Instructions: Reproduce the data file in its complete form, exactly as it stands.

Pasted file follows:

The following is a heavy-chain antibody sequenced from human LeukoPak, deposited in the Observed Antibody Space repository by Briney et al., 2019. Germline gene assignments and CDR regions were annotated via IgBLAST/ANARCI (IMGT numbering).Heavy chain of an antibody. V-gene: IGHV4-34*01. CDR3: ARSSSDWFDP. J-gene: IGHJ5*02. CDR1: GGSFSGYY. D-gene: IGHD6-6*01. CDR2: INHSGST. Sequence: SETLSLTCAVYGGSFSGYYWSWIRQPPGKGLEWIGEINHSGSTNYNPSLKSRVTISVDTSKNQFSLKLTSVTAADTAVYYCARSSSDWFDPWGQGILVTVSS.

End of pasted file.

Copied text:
The following is a heavy-chain antibody sequenced from human LeukoPak, deposited in the Observed Antibody Space repository by Briney et al., 2019. Germline gene assignments and CDR regions were annotated via IgBLAST/ANARCI (IMGT numbering).Heavy chain of an antibody. V-gene: IGHV4-34*01. CDR3: ARSSSDWFDP. J-gene: IGHJ5*02. CDR1: GGSFSGYY. D-gene: IGHD6-6*01. CDR2: INHSGST. Sequence: SETLSLTCAVYGGSFSGYYWSWIRQPPGKGLEWIGEINHSGSTNYNPSLKSRVTISVDTSKNQFSLKLTSVTAADTAVYYCARSSSDWFDPWGQGILVTVSS.